Marjorie looked out the window as she heard the crowd shout "Happy New Year!" on the television. There was something in the distance that looked enough like fireworks for her, and seconds later she began to hear the booming that confirmed it.
Still, staring out into the night wasn’t doing much for her. She wasn’t tired, wasn’t awake, wasn’t really anything. How could she be, alone in her apartment on New Year’s Eve? She didn’t even want to think about Bill, who was supposed to have come over and then called at the last minute to cancel. If it had been the first time he’d canceled this way, she wouldn’t have thought much of it, but he’d done it three times within the past month.
Just a few weeks ago, she thought she had something going with this guy, but now, as she looked at the empty room, her dinner plate sitting on the coffee table and her coffee grown cold beside it, there was no denying it. The solitary New Year was a sign. Time to move on.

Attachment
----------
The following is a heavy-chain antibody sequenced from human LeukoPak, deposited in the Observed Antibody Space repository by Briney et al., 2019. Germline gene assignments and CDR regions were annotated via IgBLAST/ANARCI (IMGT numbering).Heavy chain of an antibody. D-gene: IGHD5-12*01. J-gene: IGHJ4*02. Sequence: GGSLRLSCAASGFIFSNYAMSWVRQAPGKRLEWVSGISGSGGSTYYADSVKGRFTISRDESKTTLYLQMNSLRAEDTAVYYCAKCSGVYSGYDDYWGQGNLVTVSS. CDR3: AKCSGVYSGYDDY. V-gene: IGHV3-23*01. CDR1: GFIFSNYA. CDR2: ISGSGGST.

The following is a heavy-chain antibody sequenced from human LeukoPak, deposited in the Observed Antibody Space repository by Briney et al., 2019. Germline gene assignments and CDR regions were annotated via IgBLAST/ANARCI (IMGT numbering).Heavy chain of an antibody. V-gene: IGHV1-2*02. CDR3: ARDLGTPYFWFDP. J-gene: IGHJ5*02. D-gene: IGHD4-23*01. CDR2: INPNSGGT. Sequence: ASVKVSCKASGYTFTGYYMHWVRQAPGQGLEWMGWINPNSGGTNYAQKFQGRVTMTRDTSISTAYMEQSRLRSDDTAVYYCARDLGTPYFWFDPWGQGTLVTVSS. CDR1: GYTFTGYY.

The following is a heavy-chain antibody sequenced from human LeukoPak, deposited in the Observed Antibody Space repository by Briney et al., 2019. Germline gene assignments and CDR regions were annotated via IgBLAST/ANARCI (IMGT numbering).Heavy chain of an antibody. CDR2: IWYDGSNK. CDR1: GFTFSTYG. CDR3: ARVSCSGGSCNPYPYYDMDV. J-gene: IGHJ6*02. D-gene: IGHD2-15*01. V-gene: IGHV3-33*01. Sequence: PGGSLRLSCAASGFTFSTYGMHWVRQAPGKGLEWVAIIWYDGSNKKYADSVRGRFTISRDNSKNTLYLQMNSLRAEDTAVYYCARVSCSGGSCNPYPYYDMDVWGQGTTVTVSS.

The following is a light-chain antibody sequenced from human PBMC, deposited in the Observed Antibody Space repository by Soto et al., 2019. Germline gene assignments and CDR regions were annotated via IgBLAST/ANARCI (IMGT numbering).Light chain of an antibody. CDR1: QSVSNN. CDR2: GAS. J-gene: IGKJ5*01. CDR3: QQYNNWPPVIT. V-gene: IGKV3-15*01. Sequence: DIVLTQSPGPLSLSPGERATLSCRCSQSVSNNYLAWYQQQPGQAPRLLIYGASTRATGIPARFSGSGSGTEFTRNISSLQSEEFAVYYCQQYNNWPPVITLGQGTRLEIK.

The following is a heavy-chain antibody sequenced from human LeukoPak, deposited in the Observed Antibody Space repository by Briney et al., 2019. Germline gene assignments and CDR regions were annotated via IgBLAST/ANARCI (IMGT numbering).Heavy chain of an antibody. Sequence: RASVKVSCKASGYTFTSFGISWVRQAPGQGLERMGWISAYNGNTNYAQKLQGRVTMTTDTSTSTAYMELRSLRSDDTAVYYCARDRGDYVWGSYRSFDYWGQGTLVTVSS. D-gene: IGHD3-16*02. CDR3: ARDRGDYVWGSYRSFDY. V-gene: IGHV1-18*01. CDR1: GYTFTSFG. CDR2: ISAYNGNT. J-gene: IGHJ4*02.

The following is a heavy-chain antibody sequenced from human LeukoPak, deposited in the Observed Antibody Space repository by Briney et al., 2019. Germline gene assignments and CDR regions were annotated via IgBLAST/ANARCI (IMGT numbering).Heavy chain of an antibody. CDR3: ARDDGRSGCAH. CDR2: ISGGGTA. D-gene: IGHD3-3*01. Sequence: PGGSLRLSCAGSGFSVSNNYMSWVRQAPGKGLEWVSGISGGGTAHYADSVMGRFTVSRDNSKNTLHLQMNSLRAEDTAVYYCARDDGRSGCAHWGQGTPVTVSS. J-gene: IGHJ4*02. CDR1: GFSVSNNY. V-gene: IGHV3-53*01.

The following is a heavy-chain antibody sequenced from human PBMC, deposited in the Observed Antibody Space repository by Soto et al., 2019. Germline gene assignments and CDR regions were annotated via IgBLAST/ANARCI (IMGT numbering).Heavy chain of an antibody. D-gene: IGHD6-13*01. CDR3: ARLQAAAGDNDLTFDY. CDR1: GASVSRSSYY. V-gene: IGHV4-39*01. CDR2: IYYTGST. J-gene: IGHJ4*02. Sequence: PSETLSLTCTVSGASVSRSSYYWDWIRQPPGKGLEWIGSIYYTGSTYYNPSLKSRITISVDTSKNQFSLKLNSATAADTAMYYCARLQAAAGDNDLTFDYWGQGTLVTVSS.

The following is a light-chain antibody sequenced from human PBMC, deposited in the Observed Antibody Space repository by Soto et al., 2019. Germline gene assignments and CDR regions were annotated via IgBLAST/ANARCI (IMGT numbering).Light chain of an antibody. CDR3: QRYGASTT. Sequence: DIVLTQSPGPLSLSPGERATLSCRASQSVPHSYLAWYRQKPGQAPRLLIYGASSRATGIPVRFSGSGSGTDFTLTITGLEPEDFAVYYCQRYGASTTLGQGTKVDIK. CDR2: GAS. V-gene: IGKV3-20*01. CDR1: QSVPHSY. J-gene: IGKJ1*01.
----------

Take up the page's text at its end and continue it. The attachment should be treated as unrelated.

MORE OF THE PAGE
Marjorie wandered to the kitchen, opened the fridge door, and stared at the bottle of Veuve Cliquot inside. Just what the hell was she supposed to do with that now? She pursed her lips, trying to deny the smile that crossed them as she thought of whacking Bill over the head with it. “Ah, no,” she finally said. “Too expensive for that. A bottle of André would be better. Same effect, less money, and he’d be covered in cheap champagne. Perfect!”
Well, in any case, she wasn’t going to open it for herself. She’d have to invite friends over to celebrate—what they were celebrating didn’t matter—sometime soon, and they’d open it instead. She reached for a Bailey’s mini, hoping it would take the edge off the night and push her into the land of sleep.